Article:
Eluveitie- Ancient music given new life
The Slania Era Band
Of Fire Wind and Wisdom from the Spirit Album
Eluveitie is a band of musicians from Switzerland. Because of the difficult pronunciation of the band’s name, they’ve been required on numerous occasions to explain that it’s pronounced “El-Vay-Tee”. One could spend hours arguing on the nuances of the band’s influences. Many people say they are progressive rock, others say death metal, others say folk music.
It’s most commonly accepted that the band specializes in Celtic folk metal. The first formed in 2002 and spent much of their time touring various venues through Switzerland and its surrounding states until 2006, when their first album entitled “Spirit” was released. Their success was quickly ensured thanks to their eclectic mix of various sounds and instruments used.
Originally, Eluveitie was meant to be a collaborative band, meaning that various musicians appeared to play parts in one or two songs before leaving the stage to allow others their own time in the spotlight. This was the case when they released their early 2003 demo “Ven”, which made use of seven musicians who were, unfortunately, never to be heard from again on any of the band’s later albums.
The ringleader, lead singer, and songwriter, Chrigel Glanzmann, started the band, envisioning an amalgamation of traditional Celtic instruments with modern day heavy metal guitar and drums. To that effect Chrigel plays the mandola, gaita, pennywhistle, pipe-flute, acoustic guitar, and bodhran when the situation calls for it. He also sings in a combination of modern-day English and Gaulish, an extinct language used by the early Swiss tribe, the Helvetians, for which the band is named.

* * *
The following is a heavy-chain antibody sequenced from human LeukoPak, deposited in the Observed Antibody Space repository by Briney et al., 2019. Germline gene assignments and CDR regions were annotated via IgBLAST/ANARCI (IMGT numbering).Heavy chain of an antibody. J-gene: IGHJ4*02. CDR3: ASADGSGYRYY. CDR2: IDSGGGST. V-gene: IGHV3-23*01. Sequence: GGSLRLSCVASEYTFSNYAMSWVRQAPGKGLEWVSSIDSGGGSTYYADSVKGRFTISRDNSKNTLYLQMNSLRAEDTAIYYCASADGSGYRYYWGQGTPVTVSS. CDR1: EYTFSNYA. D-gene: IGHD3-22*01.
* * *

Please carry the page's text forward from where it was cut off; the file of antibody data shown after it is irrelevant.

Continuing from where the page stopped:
In addition to instruments played by Glanzmann, the current band consists of seven other members: Meri Tadic provides high-ranging vocals and plays the violin, Merlin Sutter is a drummer of ferocious strength and stamina, Simeon Koch wails on lead guitar with Ivo Henzi to back him up, Anna Murphy plays the hurdy gurdy, Kay Brem plays bass guitar, and Pade Kistler bats cleanup with the bagpipe and pennywhistle.
It should be noted that several key members of the band have since moved on. The metal brother team of Sevan Kirder, who played both bagpipes and Ulian pipes with absolutely incredible breath control, and Rafi Kirder, who raged across the stage with a low-slung bass and kilt, baring his full-body Celtic tattoos for all to see, left the band citing creative issues with Glanzmann shortly after the second album “Slania” was released in mid-2008.
For the discerning music lover, one will notice a slight difference in sound between the Spirit-era Eluveitie and its Slania-era counterpart. This may be due in part to the absence of Sarah Wauquiez. This talented young woman produced mid-level vocals in a surprisingly even tune when she wasn’t grinding away at the hurdy gurdy, playing the crummhorn, or working the Helvetic Accordion.
Normally with such a huge combination of instruments one would think the only thing they can produce with any degree of regularity is an almighty racket. I certainly thought so when I heard of them, but when I heard them, I happily ate my words. Give them a listen, and I leave any further decisions up to you.
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